This thesis investigates the difficulties older women experience, to aid in the development of more suitable gardens, gardening interventions and tools, enabling older women to continue participating successfully. As women age, health and wellbeing can be improved and maintained through gardening. However, many older women have to reduce time spent on horticultural activities or modify the activities or tools used, thus reducing the positive effects of the activity. A mixed method sequential research design identifies and hones in on barriers for the older women. To understand gardening participation among older women, an online survey was held. Through statistical analysis, older women were found to be more driven by experiential motivators than men, showing gardening has potential to serve as a sustainable means of keeping up physical activity, provided the activities can be successfully completed. A correlation between enjoyment and perceived difficulty of gardening tasks was found. Enjoyment of most tasks was high and perceived difficulty low, with moving heavy objects the least enjoyed and most difficult. As moving heavy objects was found to often be left to others but a supporting task to other garden activities, it was further investigated. In focus groups, it was found that moving compost bags presented a clear and concrete problem for older women, along with moving potted plants and carrying and moving heavy tools. Environmental factors specific to the garden environment were mentioned frequently as providing challenges to move heavy objects across them, along with tool characteristics. The task was further explored through observations in gardens, which were analysed using Rapid Entire Body Analysis. One of the results of this investigation was that navigating steps and height differences whilst carrying loads or manoeuvring a sack truck created situations of high musculoskeletal injury risk. The impact of navigating steps on the older woman’s body was evaluated through a biomechanical analysis using motion capture in combination with the Biomechanics of Bodies software to identify impact within specific joints whilst using different assistive movers (wheelbarrows, garden trolley, sack truck, step climber sack truck). Increased obstacle height led to increased forces required and even with limited loads, impact in shoulder and lower back joints was high. Tools were not used in the most efficient manner and recommendations for design improvement were made for all tools.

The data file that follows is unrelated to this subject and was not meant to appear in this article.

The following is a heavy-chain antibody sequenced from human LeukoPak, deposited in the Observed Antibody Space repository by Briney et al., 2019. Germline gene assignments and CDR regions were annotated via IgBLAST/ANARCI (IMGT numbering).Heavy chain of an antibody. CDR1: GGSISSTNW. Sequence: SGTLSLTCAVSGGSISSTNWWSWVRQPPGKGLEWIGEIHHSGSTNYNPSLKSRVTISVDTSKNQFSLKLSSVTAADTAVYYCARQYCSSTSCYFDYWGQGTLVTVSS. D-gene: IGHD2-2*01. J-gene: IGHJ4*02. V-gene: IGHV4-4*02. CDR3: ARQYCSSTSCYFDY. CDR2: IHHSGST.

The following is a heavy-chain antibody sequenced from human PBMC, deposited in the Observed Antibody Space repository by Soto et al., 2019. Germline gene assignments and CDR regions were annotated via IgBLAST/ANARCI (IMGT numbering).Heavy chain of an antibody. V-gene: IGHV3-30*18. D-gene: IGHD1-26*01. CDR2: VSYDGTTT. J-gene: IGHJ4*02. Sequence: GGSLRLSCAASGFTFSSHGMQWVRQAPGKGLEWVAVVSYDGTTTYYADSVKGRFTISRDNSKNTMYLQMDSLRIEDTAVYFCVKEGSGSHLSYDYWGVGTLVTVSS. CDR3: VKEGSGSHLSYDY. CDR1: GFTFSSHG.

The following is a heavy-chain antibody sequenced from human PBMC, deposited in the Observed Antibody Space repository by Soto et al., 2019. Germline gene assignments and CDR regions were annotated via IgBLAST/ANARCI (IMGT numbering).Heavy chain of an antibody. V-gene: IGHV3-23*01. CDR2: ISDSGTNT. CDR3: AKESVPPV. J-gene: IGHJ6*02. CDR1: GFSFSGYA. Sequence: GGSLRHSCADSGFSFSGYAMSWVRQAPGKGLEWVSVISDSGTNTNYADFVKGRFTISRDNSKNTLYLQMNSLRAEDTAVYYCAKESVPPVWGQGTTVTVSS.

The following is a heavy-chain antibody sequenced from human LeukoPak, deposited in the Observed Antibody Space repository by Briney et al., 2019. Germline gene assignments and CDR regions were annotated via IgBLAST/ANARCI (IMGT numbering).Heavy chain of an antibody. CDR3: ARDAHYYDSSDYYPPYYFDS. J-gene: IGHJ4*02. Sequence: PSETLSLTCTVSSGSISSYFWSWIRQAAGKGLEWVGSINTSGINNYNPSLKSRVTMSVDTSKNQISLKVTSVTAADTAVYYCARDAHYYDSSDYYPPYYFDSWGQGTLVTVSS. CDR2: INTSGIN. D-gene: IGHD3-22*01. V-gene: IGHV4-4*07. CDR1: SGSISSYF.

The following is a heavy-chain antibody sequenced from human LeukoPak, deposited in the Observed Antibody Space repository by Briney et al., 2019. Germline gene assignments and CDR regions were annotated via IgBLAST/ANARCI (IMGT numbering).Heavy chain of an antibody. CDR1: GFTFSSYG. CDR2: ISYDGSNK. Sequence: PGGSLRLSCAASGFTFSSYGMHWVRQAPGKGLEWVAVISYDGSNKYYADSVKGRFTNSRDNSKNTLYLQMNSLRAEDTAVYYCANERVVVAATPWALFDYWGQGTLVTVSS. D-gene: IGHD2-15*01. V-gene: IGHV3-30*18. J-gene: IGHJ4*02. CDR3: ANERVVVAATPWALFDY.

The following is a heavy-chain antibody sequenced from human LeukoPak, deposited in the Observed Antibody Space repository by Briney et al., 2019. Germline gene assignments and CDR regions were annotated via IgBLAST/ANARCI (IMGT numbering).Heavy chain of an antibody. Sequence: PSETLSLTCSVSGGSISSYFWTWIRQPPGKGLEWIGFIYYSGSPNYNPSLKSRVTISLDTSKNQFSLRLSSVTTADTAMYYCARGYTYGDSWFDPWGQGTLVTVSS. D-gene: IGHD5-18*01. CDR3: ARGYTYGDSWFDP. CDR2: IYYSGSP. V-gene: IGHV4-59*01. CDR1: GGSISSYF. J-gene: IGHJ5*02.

|Date of Award||May 2019|